Boat Race 2021 live stream: Watch the action live as race marred by Covid and controversy

The Boat Race 2021: Oxford v Cambridge preview

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The annual Boat Race between Cambridge and Oxford has taken place on a stretch of the Thames between Putney and Mortlake since 1845, with the exception of 1944 when the threat of bombing in wartime London drove the race to the Great Ouse river in Ely. In 2021, amid this generation’s war – the fight against the coronavirus pandemic – the race has again been shifted to Ely, and supporters are being urged to stay away.

How can you watch it live?

The Boat Race’s official website urges spectators to “stay safe, stay away, watch The Gemini Boat Race 2021 live on the BBC”.

Live coverage will be aired on BBC1, beginning from 3pm on Easter Sunday, April 4.

The women’s race will begin at 3.50pm, followed by the men’s an hour later at 4.50pm.

What is the route?

This year’s race will start at the Queen Adelaide Bridge near Ely.

The race will finish just short of the Sandhill Bridge at Littleport.

The course is just over three miles (4.89km) long – shorter than the usual Thames route which is about 4.2 miles (6.8km).

This is a closed race, and anyone trying to sneak in to watch faces a £200 fine.

The race, with its new location, lack of supporters, and participants who have largely had to train alone at home on rowing machines, is expected to be quite different to previous years.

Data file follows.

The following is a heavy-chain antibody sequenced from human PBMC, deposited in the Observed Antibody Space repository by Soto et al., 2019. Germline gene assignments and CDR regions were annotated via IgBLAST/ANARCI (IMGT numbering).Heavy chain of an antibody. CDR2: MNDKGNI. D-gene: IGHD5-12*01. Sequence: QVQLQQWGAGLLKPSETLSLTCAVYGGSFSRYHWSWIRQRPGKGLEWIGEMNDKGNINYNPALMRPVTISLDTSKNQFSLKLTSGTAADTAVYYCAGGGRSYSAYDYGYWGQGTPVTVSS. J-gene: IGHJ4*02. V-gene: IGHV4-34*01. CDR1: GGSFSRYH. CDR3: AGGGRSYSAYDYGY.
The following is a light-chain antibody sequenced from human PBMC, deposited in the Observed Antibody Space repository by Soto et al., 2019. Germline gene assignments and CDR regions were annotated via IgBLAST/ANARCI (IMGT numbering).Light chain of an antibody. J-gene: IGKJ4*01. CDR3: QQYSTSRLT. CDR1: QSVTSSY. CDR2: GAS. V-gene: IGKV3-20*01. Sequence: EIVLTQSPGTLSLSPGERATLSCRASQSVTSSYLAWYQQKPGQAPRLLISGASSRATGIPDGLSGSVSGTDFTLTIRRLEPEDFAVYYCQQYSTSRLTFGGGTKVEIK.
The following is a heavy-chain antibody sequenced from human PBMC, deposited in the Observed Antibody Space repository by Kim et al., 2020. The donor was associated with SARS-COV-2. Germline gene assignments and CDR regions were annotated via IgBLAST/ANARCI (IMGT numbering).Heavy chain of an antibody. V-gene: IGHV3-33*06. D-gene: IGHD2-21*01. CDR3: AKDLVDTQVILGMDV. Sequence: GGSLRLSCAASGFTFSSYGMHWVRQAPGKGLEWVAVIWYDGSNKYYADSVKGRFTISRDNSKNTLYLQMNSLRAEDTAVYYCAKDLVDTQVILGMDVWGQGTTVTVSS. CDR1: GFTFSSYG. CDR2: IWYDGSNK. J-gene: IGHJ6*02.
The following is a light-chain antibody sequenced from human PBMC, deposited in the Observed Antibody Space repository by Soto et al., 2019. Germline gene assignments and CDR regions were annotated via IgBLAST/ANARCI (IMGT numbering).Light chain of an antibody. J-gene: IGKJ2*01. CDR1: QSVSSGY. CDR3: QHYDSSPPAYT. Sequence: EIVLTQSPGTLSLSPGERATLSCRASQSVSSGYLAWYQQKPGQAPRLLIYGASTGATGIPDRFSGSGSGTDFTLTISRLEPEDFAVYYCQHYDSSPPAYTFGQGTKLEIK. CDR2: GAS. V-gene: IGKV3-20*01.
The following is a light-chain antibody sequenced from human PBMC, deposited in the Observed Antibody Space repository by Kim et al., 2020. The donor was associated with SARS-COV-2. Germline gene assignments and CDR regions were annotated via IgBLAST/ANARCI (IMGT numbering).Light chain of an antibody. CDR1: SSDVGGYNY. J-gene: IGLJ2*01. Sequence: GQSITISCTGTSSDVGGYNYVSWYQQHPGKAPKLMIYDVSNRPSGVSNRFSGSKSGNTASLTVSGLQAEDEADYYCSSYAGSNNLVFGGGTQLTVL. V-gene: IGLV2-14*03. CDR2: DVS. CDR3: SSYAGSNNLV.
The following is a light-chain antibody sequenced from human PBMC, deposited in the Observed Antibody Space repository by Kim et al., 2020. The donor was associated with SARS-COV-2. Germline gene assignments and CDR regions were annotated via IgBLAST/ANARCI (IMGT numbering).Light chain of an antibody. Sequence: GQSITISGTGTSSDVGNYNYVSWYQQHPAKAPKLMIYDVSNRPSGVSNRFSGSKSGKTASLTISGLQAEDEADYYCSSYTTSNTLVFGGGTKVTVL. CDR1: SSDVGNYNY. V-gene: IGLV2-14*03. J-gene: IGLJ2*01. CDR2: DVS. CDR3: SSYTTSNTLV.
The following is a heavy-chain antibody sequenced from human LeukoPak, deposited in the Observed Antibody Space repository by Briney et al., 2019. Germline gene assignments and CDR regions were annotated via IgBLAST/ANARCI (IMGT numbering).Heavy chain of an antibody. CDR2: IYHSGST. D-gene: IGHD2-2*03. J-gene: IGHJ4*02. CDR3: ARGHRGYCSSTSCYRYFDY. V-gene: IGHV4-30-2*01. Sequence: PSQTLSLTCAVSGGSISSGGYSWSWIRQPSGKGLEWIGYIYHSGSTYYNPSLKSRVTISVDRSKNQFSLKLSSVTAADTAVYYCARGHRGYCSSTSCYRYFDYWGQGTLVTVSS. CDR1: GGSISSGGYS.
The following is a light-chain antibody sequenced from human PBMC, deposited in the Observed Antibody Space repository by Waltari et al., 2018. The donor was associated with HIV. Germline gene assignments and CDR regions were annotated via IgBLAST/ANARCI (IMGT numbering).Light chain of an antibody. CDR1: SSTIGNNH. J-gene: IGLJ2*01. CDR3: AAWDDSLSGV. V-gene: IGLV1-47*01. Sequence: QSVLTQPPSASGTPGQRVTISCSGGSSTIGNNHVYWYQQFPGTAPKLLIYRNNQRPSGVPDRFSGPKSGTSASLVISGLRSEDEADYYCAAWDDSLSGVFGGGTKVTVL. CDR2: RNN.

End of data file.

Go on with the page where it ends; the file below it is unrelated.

George Gilbert, chair of the race operations committee, said: “It makes this year more unpredictable than ever.

“It’s not necessarily the crew that has the best raw talent that will win, but the ones that gelled quicker once they got back on the water a couple of weeks ago – and have the better team spirit.

“Historically, crews would also have private matches against other universities, from which you can draw some sort of inference about relative speed, but obviously we haven’t had any of that this year either.”

He went on: “Obviously this year’s course will affect the race – we just don’t know how.

“One of the key things about the Boat Race, in fact, what makes it so different, is that it is significantly longer than the 2,000m most people are used to rowing for.

“Having a flat out sprint off the start to glean an advantage at Hammersmith Bridge, and then hanging on is an essential part of it.

“Will something similar still happen this year or will they go at a more even pace? We just don’t know.”

What is the controversy?

A member of the Oxford University Women’s Boat Club has said she was raped by one of the university’s athletes and accused Oxford University of failing to take her complaints seriously.

As a result, protests are set to take place at the university.

You can also expect to see the crews of the Oxford and Cambridge women’s teams wearing ribbons during the race to show their support for victims of attacks.

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